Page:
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Toxin confirmed in beluga whale deaths at Vancouver Aquarium

News

Toxin confirmed in beluga whale deaths at Vancouver Aquarium

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DH Vancouver Staff Apr 20, 2017 11:59 am 4,758

The Vancouver Aquarium has concluded its five-month investigation into the sudden passing of two beluga whales, Qila and Aurora, in November 2016.

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Results of the investigation concluded that the cause of death in both animals was a toxin.

Extensive testing was unable to identify the exact substance involved, which is not uncommon due to the very limited time a toxin is traceable in the bloodstream. The investigation also determined that the toxin was likely introduced by food, water, or through human interference.

“The loss of Qila and Aurora was devastating. They were beloved members of our family and the community for more than two decades. Their loss is felt profoundly by our staff, members, supporters, and the public,” said Dr. Martin Haulena, Head Veterinarian at Vancouver Aquarium.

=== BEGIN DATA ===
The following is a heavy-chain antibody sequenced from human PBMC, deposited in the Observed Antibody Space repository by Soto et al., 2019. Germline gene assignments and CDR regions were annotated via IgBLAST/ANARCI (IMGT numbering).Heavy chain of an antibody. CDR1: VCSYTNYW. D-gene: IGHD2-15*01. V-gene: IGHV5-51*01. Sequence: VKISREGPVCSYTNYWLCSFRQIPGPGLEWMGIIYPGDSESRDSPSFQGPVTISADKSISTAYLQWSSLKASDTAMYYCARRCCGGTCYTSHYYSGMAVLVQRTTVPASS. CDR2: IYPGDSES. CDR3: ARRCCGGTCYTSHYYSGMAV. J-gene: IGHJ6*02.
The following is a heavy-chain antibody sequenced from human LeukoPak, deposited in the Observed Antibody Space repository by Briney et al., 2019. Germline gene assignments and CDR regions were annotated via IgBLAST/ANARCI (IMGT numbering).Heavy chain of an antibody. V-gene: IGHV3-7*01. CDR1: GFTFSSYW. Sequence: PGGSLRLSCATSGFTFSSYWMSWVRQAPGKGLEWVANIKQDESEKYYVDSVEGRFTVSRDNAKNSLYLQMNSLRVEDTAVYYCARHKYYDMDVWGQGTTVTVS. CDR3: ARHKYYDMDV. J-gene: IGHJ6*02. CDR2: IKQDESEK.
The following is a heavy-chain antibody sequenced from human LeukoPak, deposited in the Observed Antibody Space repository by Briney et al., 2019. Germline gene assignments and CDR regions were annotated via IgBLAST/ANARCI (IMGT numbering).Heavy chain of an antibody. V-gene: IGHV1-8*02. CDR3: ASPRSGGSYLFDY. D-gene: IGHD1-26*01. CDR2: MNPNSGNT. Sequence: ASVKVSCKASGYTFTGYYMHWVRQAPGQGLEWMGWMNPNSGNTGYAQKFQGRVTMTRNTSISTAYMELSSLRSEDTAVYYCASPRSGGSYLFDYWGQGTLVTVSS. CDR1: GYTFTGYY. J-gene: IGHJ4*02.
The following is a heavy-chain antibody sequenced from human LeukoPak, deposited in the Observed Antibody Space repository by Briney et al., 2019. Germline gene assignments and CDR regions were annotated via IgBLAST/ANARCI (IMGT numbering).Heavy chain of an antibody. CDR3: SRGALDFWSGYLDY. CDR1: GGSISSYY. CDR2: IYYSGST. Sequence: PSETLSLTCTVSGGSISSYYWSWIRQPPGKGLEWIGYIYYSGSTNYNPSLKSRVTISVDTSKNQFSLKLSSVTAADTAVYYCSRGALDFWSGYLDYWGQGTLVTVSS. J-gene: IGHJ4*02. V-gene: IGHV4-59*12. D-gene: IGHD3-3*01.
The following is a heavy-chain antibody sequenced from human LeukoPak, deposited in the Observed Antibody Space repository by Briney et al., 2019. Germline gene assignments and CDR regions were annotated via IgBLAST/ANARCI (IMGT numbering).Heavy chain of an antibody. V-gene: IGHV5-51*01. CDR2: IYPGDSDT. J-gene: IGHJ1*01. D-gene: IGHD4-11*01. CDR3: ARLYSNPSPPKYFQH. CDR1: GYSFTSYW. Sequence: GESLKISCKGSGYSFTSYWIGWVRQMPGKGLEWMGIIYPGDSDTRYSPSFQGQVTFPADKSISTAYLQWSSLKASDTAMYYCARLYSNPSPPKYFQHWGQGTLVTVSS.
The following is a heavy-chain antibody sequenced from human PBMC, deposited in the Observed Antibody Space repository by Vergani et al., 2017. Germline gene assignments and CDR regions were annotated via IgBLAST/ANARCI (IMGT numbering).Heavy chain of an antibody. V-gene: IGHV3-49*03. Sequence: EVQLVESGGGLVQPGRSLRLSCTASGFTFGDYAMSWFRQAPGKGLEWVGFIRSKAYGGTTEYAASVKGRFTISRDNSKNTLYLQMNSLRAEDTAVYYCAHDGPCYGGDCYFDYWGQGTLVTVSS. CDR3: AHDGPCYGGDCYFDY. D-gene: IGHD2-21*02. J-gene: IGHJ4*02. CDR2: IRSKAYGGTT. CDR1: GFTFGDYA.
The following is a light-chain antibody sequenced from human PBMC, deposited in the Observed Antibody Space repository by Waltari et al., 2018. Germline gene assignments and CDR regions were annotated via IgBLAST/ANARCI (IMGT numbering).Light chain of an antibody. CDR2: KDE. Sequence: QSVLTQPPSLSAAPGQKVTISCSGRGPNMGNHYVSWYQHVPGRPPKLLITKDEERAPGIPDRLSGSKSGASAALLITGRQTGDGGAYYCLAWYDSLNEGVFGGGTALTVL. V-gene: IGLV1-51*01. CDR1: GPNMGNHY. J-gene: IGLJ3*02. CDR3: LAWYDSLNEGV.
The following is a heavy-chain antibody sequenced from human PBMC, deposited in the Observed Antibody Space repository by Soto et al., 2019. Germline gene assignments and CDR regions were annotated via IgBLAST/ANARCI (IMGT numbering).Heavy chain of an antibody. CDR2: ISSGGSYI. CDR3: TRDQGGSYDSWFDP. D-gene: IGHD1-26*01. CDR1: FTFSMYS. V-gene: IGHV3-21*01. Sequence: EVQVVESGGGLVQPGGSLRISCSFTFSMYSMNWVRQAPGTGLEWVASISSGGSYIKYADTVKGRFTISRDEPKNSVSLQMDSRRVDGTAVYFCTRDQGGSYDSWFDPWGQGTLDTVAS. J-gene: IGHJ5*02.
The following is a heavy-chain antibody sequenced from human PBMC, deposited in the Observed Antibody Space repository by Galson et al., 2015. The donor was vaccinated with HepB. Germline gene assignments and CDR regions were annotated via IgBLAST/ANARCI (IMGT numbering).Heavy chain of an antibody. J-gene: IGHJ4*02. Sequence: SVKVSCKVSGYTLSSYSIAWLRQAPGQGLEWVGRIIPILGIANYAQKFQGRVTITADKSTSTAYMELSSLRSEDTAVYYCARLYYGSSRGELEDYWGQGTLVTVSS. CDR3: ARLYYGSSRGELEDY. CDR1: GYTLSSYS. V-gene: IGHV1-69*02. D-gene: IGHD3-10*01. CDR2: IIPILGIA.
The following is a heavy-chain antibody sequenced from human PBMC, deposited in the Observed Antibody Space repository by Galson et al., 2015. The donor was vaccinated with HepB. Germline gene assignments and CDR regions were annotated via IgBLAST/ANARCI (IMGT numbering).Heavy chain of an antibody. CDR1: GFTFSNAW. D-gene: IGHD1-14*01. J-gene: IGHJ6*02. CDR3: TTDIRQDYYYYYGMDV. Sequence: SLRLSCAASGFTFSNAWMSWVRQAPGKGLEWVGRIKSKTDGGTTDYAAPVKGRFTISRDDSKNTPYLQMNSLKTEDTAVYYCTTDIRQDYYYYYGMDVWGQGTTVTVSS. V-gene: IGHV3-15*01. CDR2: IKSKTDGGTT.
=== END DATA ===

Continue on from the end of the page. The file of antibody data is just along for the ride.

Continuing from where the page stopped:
“The investigation has helped us understand what happened and, importantly, how we can best ensure the safety and welfare of marine mammals in our care.”

Vancouver Aquarium is currently home to a false killer whale, a Pacific white-sided dolphin, and a harbour porpoise – all receiving long-term care as part of the Aquarium’s Marine Mammal Rescue Centre Program.

Endangered Canadian Animals

© Kevin Schafer / WWF

New safety measures

Since the passing of Qila and Aurora, the Aquarium has taken several measures to test, evaluate, and reduce risks in the Arctic habitat.

To reduce the risk of a toxin being introduced by food / ingestion:

  • An enhanced food-screening process, which far exceeds best practice standards
  • All vegetation adjacent to the habitat that could be considered problematic has been, or will be removed.

To reduce the risk of a toxin being introduced by water:

  • Mechanical water treatments systems are being overhauled and replaced as a precaution in all habitats that house whales, dolphins, and porpoises
  • New, real-time testing and monitoring of incoming and circulating water within the habitat and mechanical systems has been implemented.

To reduce the risk of a toxin being introduced through human interference:

  • Significant security updates have been deployed to monitor perimeter access and reduce potential threats of human interference

“We deeply appreciate the assistance of world-class experts during the investigation process, the outpouring of support from members and the local community, as well as the unwavering dedication of our staff and volunteers,” said Dr. Haulena.

“The conclusion of the investigation helps bring closure to an extremely difficult situation.”


D8d194f40cb13417f79d4d8daee34fdb?s=96&d=mm&r=g
DH Vancouver Staff
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